Apple Varieties Identified by Apple Detectives

bucket of applesAt grocery stores this fall, shoppers are happy to see that it’s apple season, and they select the apple type they prefer and go home with their autumn apples.

Or at least that’s what I have always done until I visited Julian, California, a former gold mining town about an hour east of San Diego. Julian has become a year-round destination for visitors but it is very well-known for its apple orchards and yummy pies that are a town specialty.

I visited one of the roadside stands that locals told me sold directly from their own orchards, and it was there that I got an education I’ll never forget. It turns out apples have a history as varied and interesting as our own country’s past.

In Julian, the first apple trees were brought to the area shortly after gold was discovered in the 1870s. My apple source, the woman who runs the roadside stand where I stopped, told me there are numerous varieties of apples. What we see in the groceries is a weak sampling of what is available. Because I was taking home gift apples to “foodies,” she suggested I take a variety. Then when I hadn’t varied my selection enough, she personally chose about 8-10 apples that I needed to take—and put them in my bag at no charge.

Apples of the Past Have Stories to Tell
Apple history, like much of our history, is oral—grower to grower. I learned that in Julian there are very old trees, and no one who can identify them is still alive, so we have these delicious offerings of nature but we are losing the stories of their past.

Upon further investigation, I learned that Apple Detectives in several sections of our country have arisen to save our apple heritage.

apple branchThe Apple Detectives
Apples have been part of our past since at least the 1600s. In the mid-1800s, there were thousands of varieties of apples in the U.S. We know that one of Thomas Jefferson’s favorite apples was the Esopus Spitzenburg, and long ago the Snow apple, a bright red Canadian apple with snow-white flesh, gave life to what we know as the McIntosh.

Problems in growing a variety of apples arose with the trend toward bigger farms that shipped foods further to marketplaces. Agricultural extension programs began to encourage growth of the types of fruits that could grow quickly and ship easily. As a result, today our groceries tend to carry only four or five varieties of apples.

Worried about Heritage
But men like John Bunker in Maine became concerned about our apple heritage and began to study and collect a wide variety of apple trees. He speaks at historical societies and Rotary clubs to spread the word of his mission so that people will bring him the different apples they know of in the area. People approach him at his talks or at county fairs where he will often take a table, and show him apples from a lone tree that grows in their yard or from a nearby abandoned orchard they know of.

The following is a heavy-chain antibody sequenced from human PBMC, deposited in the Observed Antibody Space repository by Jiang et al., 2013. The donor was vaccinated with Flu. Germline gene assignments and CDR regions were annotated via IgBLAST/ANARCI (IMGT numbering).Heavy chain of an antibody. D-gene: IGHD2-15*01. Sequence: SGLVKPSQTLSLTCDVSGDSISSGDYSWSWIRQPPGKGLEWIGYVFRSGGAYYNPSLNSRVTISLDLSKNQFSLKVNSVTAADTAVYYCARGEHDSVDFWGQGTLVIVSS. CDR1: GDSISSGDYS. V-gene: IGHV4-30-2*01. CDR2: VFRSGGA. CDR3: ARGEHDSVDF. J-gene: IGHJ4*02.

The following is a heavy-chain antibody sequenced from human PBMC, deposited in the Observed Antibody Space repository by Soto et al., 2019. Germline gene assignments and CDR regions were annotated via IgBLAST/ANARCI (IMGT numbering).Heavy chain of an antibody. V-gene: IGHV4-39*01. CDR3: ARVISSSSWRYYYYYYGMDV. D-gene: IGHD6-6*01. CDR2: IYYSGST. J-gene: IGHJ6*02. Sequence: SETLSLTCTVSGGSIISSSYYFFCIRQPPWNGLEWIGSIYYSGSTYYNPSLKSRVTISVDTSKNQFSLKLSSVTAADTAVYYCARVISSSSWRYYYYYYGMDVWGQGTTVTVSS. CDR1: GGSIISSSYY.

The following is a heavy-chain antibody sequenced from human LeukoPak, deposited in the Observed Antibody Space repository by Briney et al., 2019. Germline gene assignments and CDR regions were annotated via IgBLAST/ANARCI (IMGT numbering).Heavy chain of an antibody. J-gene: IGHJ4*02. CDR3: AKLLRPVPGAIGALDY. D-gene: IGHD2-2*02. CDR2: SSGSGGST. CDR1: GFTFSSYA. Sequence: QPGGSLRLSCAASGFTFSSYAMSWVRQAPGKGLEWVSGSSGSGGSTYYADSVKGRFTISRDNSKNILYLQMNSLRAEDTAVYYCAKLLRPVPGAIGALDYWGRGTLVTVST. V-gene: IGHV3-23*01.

He answers their questions to the best of his ability. He is happiest when someone brings him an apple has trouble identifying. If it’s something new to him, he may also visit the tree to take a cutting. He now has an orchard where he is preserving as many varieties as he can. Over the last 30 years he has saved anywhere from 80 to 100 varieties from oblivion.

Johnny Appleseed Didn’t Understand

We have all heard the story of John Chapman (1774-1845)—known as Johnny Appleseed—and how he planted apple seeds in the Mid-Atlantic states, and Illinois and Indiana. Whilepink apple tree he planted the seeds with care, fencing off small nurseries for the trees and leaving them in the care of neighbors, what Johnny didn’t know was that good apples must come from grafts of a tree. Seeds from a particular tree don’t establish a tree that gives off the same type of fruit as the original apple. The trees grown from seeds are more likely to give rise to what we know as crab apples.

John Chapman’s plantings did not go to waste, as the apples from the trees he planted were fine for feeding livestock and making cider. However, today in several parts of the U.S. there are “apple people” like John Bunker who are working to find, identify and graft old trees so that in certain orchards the heirloom apples can be grown.

For example, all the McIntosh apples we eat today come from trees that were grafted from a tree that once was grown on John McIntosh’s farm in Ontario. The Granny Smith apples we see started out from a tree that first grew in a compost pile in Maria Ann Smith’s land in Australia.

And if you ever visit a farmstand or a green market and come across a Rolfe, a Wolf River, a Yellow Bellflower, a Rhode Island Greening, a Blue Pearmin, a Fletcher Sweet, or a Sweet Tango, you’ll know the apple detectives have been at work.

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